The best that can be said about last week is that nothing much happened, in prices on the Chicago Board of Trade at least. It reminds me that pappy once said, “When Congress doesn’t accomplish much, that’s a good thing!”
Corn contracts changed only fractionally for the entire week. Soybeans made a new low, and then rallied to close up a penny. That actually is more than nothing, as it demonstrates some support, even as harvest is getting rolling in the heart of the Corn Belt, especially on soybeans.
Early harvest can bring surprises in yield reports, but so far, reports have been inconsistent and have not affected the markets.
There are those with record yields, those who are disappointed in the soybeans cut so far — just like normal. Farmers in the west who have early corn are running combines to capture what is very high basis in an area starved for the last bushels of the 2020-2021 crop and worried about the supply in drought-stricken areas in the northwest portion of the Corn Belt. Basis can be plus 60 December for a few days in an area that normally sees “unders.”
Locally, harvest started with some soybeans cut across from my house Sept. 25. That was also the first field I saw planted. More harvest action will happen this week.
The corn is drying down, but it is early and any propane for drying that was not pre-priced will be expensive, as prices have rallied since April.
If we have not seen harvest lows, this early in the harvest process, then we soon will. The supply picture would suggest that we can’t get too low, and that higher prices are ahead.
Unfortunately, many of our higher input costs lead us to believe that prices have to get higher to give us a profit for this crop and the one to come. Some help is coming in our understanding of the fundamentals underlying this crop.
The U.S. Department of Agriculture Sept. 1 grain stocks report will come out Sept. 30. This will peg the ending stocks for what is now our last marketing year, which ended Aug. 31.
It was significant that the last report predicted 1.175 billion bushels left over. I have referred to this in previous writings that this represents bare pipeline supply.
In anticipation of this new report, some analysts believe the actual carryout was even less, at a billion bushels or so. This not only affects our current market, but the old carryout becomes the new carry in!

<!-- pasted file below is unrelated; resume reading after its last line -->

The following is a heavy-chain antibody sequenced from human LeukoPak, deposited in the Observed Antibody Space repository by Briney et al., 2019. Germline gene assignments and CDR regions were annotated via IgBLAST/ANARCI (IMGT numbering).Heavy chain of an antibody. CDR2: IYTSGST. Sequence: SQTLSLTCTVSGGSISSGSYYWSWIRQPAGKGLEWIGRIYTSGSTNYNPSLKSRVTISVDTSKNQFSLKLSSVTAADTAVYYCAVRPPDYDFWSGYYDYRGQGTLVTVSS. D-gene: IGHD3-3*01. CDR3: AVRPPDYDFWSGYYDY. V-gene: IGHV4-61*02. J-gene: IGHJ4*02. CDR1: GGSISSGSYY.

In other words, we start the year with less, so we are likely to be tightening up the 2021-2022 crop, which eventually helps prices.
In contrast, the soybean carryout may be confirmed as a little larger than predicted. The market anticipated fairly large imports of soybeans at the end of the year to keep processors going.
Some farmers found the supply of beans was uncertain enough that processors were reluctant to forward contract soybean meal. Now it is believed that we only imported 35 million bushels of soybeans, a fraction of some predictions.
Look for the ending carryout to be reported at 150 to 175 million bushels, which means our crop was larger than we thought.
If these thoughts are confirmed in the Sept. 30 report, which you will know by the time this column hits your mailbox, we have even more reason to think the harvests lows may already be in, especially for corn. That the soybeans bounced off support last week is also encouraging.
Let’s look at prices. December corn futures have had a consistent pattern of lower highs. On Aug. 12, we had a high of $5.941⁄4, but by the end of the month, we had a high of only $5.363⁄4. We actually broke below the magic $5.00, to $4.971⁄2 Sept. 10, but rallied to $5.413⁄4 briefly the morning of Sept. 28.
November soybean futures were, the morning of Sept. 28, at $12.83, down four and a half cents. Soybeans have also had a declining pattern. On Aug. 17, we had a high of $13.793⁄4, but by Sept. 21, we put in a new low for the contract at $12.571⁄2.
On Sept. 27, we got as high as 12.97, so that is encouraging. Chicago wheat futures were up 15 cents last week, and remain in high territory. December futures were trading at $7.211⁄4 the morning of Sept. 28, down a penny. This comes after a low Sept. 10 of $6.77.
The big high of $7.861⁄4 in the middle of August is gone, but prices remain historically in a high range. Remember, wheat prices have been led by small acres and a poor crop of Hard Red Spring Wheat.
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